When the second chapter of Genesis opens, it seems as though the story starts all over again. We are back on a barren planet, everything is in tones of brown and gray, no plants, no swarming things… it is all just rocks and dirt.
Then God caused a mysterious mist to form and swirl over the earth. It brings to mind the suspense of classic movie scene, set in the dead of night, with the full moon floating in a dark sky. Shadows shift among the branches of trees as unseen movement stirs beneath. Mist slowly rises, creating a spectral pallor on trunks and leaves. From somewhere in the distance a long, slow howl rises and falls.
Imagine that same ghostly mist rising among the dark rocks and bare ground of the new earth. Something eerie and supernatural is about to happen.
A human figure begins to form in the dust, first a small mound, and then the contours of a face and body appear. God’s invisible hands draw arms, and legs, the wet mist making the dust stick together, until a whole person lies there, still and lifeless. Suddenly, a great wind picks up – God’s breath – churning the dust into immense, whirling sails, electricity crackling in the air. The form’s nostrils fill; it lives!
Genesis 1 featured God’s wisdom and power, speaking everything into existence. He is referred to as Elohim, emphasizing His power and majesty, God of gods. In Genesis 2 a new name for God is used, Yahweh, the God of Covenants. The writer of Genesis highlighted this difference to reveal a profound theological insight. The powerful Creator of all is not the impersonal sultan of the universe. He is also a personal God Who describes Himself as love.
The Bible uses two Hebrew words for God’s creation of people: the first, “asa,” means to design and manufacture from raw materials. God formed this first human from the dust of earth. But before this little clay form became a living being, God “bara,” “created,” the act of divine bringing forth of something out of nothing.
Not until God’s own breath filled the little form’s lungs did it become a living being. In Hebrew, the word for breath and spirit are identical. God gave His own breath, His life. That makes every human life sacred, because it comes from God.
The sanctity of human life, so hotly debated today, finds its roots right here, in this profound, solitary, transcendent moment, when inert carbon particles, packed together with antediluvian mist, became a living breathing person. Every human being is an image bearer—the image may be marred but it’s there. In this one significant way humankind is unlike all the rest of the cosmos.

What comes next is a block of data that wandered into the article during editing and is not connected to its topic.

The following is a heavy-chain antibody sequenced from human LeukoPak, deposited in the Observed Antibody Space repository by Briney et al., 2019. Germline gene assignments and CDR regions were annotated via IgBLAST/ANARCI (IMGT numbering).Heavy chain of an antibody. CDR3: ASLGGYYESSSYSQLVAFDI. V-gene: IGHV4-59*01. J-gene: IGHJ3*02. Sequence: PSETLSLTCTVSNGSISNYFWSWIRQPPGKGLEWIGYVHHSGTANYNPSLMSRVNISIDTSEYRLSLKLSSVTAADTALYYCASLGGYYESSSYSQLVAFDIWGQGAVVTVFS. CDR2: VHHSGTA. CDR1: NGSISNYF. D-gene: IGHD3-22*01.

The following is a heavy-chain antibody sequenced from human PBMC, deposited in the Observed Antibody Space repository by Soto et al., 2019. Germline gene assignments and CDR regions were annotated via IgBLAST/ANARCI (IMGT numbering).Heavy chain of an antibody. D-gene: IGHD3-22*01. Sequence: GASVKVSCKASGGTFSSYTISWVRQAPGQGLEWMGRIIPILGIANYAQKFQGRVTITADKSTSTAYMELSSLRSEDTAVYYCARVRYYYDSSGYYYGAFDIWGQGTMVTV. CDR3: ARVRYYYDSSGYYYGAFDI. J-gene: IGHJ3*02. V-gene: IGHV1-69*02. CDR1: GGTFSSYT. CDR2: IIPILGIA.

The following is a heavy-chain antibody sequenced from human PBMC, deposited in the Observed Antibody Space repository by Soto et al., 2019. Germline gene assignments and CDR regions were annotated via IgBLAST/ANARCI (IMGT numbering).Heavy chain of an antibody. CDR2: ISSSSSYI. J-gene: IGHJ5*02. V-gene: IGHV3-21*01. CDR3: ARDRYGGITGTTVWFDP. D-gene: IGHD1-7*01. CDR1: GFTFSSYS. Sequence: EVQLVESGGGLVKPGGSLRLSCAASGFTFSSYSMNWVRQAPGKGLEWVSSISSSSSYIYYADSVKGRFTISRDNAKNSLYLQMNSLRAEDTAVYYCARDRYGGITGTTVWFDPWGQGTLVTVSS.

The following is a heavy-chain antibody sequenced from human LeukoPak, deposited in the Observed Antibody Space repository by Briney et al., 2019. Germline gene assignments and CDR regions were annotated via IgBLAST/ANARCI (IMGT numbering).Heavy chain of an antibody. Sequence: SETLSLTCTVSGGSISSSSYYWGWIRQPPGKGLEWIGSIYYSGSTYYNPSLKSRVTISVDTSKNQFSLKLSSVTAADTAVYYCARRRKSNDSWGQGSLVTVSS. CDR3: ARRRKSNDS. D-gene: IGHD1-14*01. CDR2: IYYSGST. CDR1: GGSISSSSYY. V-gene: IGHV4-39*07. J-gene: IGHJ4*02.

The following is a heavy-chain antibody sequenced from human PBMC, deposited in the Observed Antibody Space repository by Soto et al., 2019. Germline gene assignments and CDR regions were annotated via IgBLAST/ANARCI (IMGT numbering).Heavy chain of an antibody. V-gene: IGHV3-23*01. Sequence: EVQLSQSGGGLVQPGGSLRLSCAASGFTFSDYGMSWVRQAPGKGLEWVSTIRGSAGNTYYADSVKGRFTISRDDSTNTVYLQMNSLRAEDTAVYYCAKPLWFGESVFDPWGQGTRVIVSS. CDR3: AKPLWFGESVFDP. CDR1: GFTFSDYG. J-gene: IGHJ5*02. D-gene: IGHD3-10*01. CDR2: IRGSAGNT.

Chronology was important in the first chapter, each day was carefully described, and in fact the growing scientific record corroborates every one of God’s creative acts.
But in this second chapter, chronology is set aside in order to tell the story thematically. This is historically a near-eastern approach, and comes up often throughout ancient historical records from middle-eastern cultures.
The story begins right before God had created human beings. It all happened long before there were orchards and tilled fields, long before life as we know it now, because this was at the dawn of history, before there were any human beings at all.
The word translated “man” here is actually the Hebrew word “adam,” a word meaning, simply, “earth being.” The word “adam” does not have any reference to gender, it is a neutral word, taken from the word “adamah” the word for the red-colored earth common in the Fertile Crescent, the cradle of civilization. So, the first person God created did not identify as male or female; “adam” was simply a human being, a person.
Like the proud father of a newborn, God planted a beautiful garden for His dust person, with every kind of tree in it, especially fruit trees, so adam would never be hungry. With a wave of the Lord’s mighty hand, and a murmured word, an apricot would rise up, then a chestnut, and over there, bright orange kumquats. All around the newly formed earth creature arose a great forest of flowering, fragrant, fruit trees, nuts and fruit of every possible kind.